Apple's CEO Tim Cook has delivered a powerful speech against the big companies in Silicon Valley that are selling your data.
Speaking at the Electronic Privacy Information Centre 'Champions of Freedom' event, the tech CEO spoke passionately about how he (and Apple) believe that customers will start to see through the companies that use your data for profit.
“We believe the customer should be in control of their own information. You might like these so-called free services, but we don’t think they’re worth having your email, your search history and now even your family photos data mined and sold off for god knows what advertising purpose. And we think some day, customers will see this for what it is.”
The speech was obviously non-specific but it wasn't hard to work out that Cook was referring to large rivals Google and Facebook, both of whom use advertising that's targeted using information gathered about the user.
While that first reference seemed clearly aimed at Google's new Photos App, Cook went on to evaluate the industry as a whole, arguing that privacy should never come at a cost.
“Like many of you, we at Apple reject the idea that our customers should have to make tradeoffs between privacy and security, we can, and we must provide both in equal measure. We believe that people have a fundamental right to privacy. The American people demand it, the constitution demands it, morality demands it.”
Cook continues, “I’m speaking to you from Silicon Valley, where some of the most prominent and successful companies have built their businesses by lulling their customers into complacency about their personal information,”
They’re gobbling up everything they can learn about you and trying to monetize it. We think that’s wrong. And it’s not the kind of company that Apple wants to be.”
Cook changed tack after that moving his attention to the US Government's attempts to prevent Apple encrypting its data.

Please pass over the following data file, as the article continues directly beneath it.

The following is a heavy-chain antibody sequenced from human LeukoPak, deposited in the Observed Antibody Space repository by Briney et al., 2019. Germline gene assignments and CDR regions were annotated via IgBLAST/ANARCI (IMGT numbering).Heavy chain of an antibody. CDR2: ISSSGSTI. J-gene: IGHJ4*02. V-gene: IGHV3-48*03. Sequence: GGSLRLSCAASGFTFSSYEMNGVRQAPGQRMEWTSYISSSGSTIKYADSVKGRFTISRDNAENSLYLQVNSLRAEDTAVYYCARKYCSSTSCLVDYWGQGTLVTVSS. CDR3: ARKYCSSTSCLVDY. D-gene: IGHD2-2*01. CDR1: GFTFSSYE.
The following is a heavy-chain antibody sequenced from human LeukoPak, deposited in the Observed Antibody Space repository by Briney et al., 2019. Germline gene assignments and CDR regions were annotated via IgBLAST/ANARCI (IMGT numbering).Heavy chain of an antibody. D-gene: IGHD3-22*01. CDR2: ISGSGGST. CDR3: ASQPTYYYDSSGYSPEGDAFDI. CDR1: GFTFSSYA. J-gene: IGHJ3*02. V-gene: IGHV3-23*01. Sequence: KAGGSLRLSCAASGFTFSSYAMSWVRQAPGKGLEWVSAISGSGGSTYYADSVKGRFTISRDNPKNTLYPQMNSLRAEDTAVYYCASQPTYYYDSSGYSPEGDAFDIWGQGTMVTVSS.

Cook said, “There’s another attack on our civil liberties that we see heating up every day — it’s the battle over encryption. Some in Washington are hoping to undermine the ability of ordinary citizens to encrypt their data,"
“We think this is incredibly dangerous. We’ve been offering encryption tools in our products for years, and we’re going to stay on that path." Cook continues, "For years we’ve offered encryption services like iMessage and FaceTime because we believe the contents of your text messages and your video chats is none of our business.”
The last major data-based announcement Apple made was ResearchKit which gives users the chance to voluntarily offer their health data to medical research. Apple confirmed that the data is anonymous and entirely under your control at all times.
Another example Cook referred to is Apple Pay. By using Touch ID as the activation method, all the biometric information is securely locked inside a separate part of the smartphone, no app, not even Apple can access your fingerprint. This idea is then applied to Apple Pay.
At no point does Apple or your phone actually store your card information, it's all done through a system called 'tokenisation'.
It's so effective in fact that when Apple Pay came under attack for potentially being the a catalyst for fraud it became quickly clear that Apple's system wasn't to blame, it was actually the banks themselves.